All posts filed under: Psychology

Distancing Myself from Empaths

Over 3 years ago I described my understanding of empaths and acknowledged that I fit the description. I reluctantly admitted that there was something more to the empath experience than just being a highly sensitive person (HSP). Today I revisit the Empath label, and explain why I can no longer identify with it. Firstly, in recent years Elaine Aaron has been very clear that HSP is a trait, not a disorder, disease, schema, error in thinking, acquired preference, or anything else obtained through conditioning or experience alone. Sensory Processing Sensitivity (SPS) is the more accurate academic description of the trait. There is new evidence to support it from brain studies and a growing mountain of qualitative evidence in the form of interviews, surveys, and clinical observation. See the Highly Sensitive Person Website and Esther Bergsma’s website for research details. Drs Begsma is a Dutch expert on high sensitivity, and while her website is in Dutch I find Goggle Translate does a good job converting it into English. Check out her blog on work stress here: …

Pros and Cons of Being Highly Sensitive

Defining Terms Sensory processing sensitivity, SPS, is the accurate academic term for the trait behind the more widely known and used HSP or highly sensitive person. SPS is my preference because it describes the trait, rather than making the trait the defining attribute of the person. Primary Characteristics of SPS/HPS are DOES: Depth of processing, overstimulation, emotional sensitivity and empathy, and sensing the subtle. Secondary Characteristics: DS Differential Susceptibility: SPS children who did not receive the engagement from adults that would cultivate a sense of safety, validation, and encouragement are more likely than others to be depressed, anxious, or shy, whereas those who received the necessary engagement as children do better in life than those who are not so sensitive. They are more confident and less likely to be depressed or highly anxious. Pronouns: I use the terms “our and “we” to refer to HSP/SPS as a way of personalizing or humanizing the trait. Pros Cons Depth of processing. Recent evidence [2], [5], [8] supports earlier surveys and interviews that suggest we have strong activation …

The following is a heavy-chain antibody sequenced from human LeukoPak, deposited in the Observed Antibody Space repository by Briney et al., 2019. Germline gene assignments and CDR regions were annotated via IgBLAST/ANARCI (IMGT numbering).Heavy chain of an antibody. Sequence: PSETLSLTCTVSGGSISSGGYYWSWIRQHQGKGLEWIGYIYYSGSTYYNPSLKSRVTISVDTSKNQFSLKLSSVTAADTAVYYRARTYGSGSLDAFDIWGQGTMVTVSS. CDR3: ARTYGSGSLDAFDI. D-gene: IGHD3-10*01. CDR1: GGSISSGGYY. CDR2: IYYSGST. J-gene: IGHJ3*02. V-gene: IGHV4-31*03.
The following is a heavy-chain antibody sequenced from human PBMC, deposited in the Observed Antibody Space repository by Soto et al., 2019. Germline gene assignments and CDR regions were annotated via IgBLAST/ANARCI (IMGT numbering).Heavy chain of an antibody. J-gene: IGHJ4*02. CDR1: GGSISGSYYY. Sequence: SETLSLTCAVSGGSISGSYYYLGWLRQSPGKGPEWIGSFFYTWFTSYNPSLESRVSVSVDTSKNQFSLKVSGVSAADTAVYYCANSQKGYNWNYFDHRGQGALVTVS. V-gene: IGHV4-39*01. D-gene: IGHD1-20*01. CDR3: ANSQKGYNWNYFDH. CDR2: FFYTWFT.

Coming Out as an Empath

The same sensitivity and awareness that causes increased pain, also empowers empaths to know deeper and richer levels of solitude, sabi, and mono no aware. They see all kinds of beauty and they tend to see it everywhere. They feel deep connections in nature, and with others. Their heart it touched every day.  I intuitively knew that if I numbed my pain, I would also numb my joy.

Type A, B, and C Personalities

Type A Medical commentary from the late 1960s through the 1990s speculated about two types of personalities associated with disease. Cardiologists Meyer Friedman and RH Rosenman coined the phrase “Type A Personality” several years after they noticed that their waiting-room chairs needed re-upholstering sooner than those in other medical offices. Cardiac patients, more than most, were sitting on the edge of their seats and fidgeting and fussing with their arms and hands. In 1976 Rosenman and Friedman began research that confirmed their original suspicions. They found that there was a common set of traits associated with cardiac patients and identified the primary one as a propensity to be easily stimulated to anger. They also noted a high degree of competition and hostility. Type A people are hard working goal setters, but tend to lack a sense of joy in their accomplishments. Type B People with Type B personality were said to be more tolerant and relaxed than Type A individuals. They are thought to be more reflective, less hostile and aggressive, and not overly prone …